Stretching War Powers Lets The President Provoke Wars Americans Don’t Want

Stretching War Powers Lets The President Provoke Wars Americans Don’t Want

Following a lethal chemical attack against civilians in Syria on April 6, President Trump laid the blame on Syria’s Bashar al-Assad, saying the dictator had crossed “many, many red lines.” Forty-eight hours later, the president ordered a punitive cruise missile strike against a Syrian air force base. Whatever the rationale or justification, by launching these missiles the president decided to attack a sovereign nation, on his own, without congressional approval or consultation—continuing a troubling trend dissolving the separation of powers within the U.S. government.

Unfortunately, this missile strike was not an isolated event, as in recent weeks the U.S. military has attacked and destroyed forces allied with Syria, shot down a Syrian fighter jet, and downed two drones operated by Iran—all potentially acts of war.

The president has not sought congressional approval for this significant escalation of military force, and Congress has not yet demanded immediate and substantial justification for such force. Congress alone was given the power to declare war, and these powers are no mere formalities: if military actions continue to be taken abroad by the inclinations of a single person, without effective constraint, the nation could one day find itself plunged into a war it neither wants nor would have chosen should its people have been consulted. Before such a troublesome and uncertain event occurs, it is crucial that congressional leadership step up to its obligations.

The President Now Unilaterally Wages War

Whatever congressional Republican leaders may privately believe, they will not risk damaging President Trump politically, lest it negatively affect their ability to enact the GOP legislative agenda or damage their own chances of reelection in the next cycle. Democrats were just as guilty of this when President Obama was in the White House, and certainly would have behaved similarly had Hillary Clinton won last year. This is a systemic problem that must be dealt with immediately. It directly threatens the checks and balances our forefathers built into our form of government.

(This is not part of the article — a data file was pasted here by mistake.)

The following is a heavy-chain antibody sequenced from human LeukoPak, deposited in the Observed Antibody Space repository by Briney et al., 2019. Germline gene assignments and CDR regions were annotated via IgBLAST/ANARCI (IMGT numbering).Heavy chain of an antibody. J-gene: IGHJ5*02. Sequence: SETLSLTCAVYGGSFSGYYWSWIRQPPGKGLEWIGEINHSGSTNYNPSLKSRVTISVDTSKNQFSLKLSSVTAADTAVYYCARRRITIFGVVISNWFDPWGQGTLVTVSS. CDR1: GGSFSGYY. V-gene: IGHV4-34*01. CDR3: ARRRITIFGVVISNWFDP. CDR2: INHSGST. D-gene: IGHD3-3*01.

One of our principal architects, George Washington, foresaw this danger and warned of the dangers that accrue when a president accumulates too much power. As he describes, the “spirit of encroachment tends to consolidate the powers of all the departments in one, and thus to create, whatever the form of government, a real despotism.”

The condition Washington described is now effectively upon us. For a confluence of reasons, the nation’s chief executive has now in essence been freed of the constitutional separation of powers and has near unlimited power to use military force as he or she sees fit. The main bulwark against this usurpation of power was supposed to be Congress. In practice, most elected officials have studiously avoided this obligation.

Let’s Move This Puppy

Fortunately, not all members of Congress avoid their constitutional responsibilities. Earlier this year, Rep. Walter Jones (R-NC), along with 46 bipartisan co-signers, sent a letter to the speaker of the House asking for an immediate and “serious debate on the use of military force (AUMF) against the Islamic State” and expressed that “the President must seek approval from Congress before taking any further military action.”

A freshman member of the House Armed Services Committee, Rep. Jim Banks (R-Ind.) teamed with his Senate colleague from Indiana Todd Young (R-Ind.) to propose congressional debate on a new AUMF. “The Constitution grants Congress the power of declaring war,” Banks said, “and we need to take that obligation seriously.” Young added that members of Congress “can’t outsource our responsibilities, as difficult as it may be to come to terms on some of these issues.”

For retaining the separation of powers necessary for good governance, to ensure that the administration considers the will of the American people before making war-and-peace decisions, and to reinstate the necessity of Congress fulfilling its constitutional obligations, the actions of Jones, Banks, and Young must be fulfilled. It is time congressional leaders put the interests of their parties aside and for the good of the nation, engage in a full and open debate on the use of force throughout the Middle East.

Daniel L. Davis is a retired U.S. Army colonel who served multiple tours in Afghanistan. He is a fellow with Defense Priorities. Follow him @DanielLDavis1.
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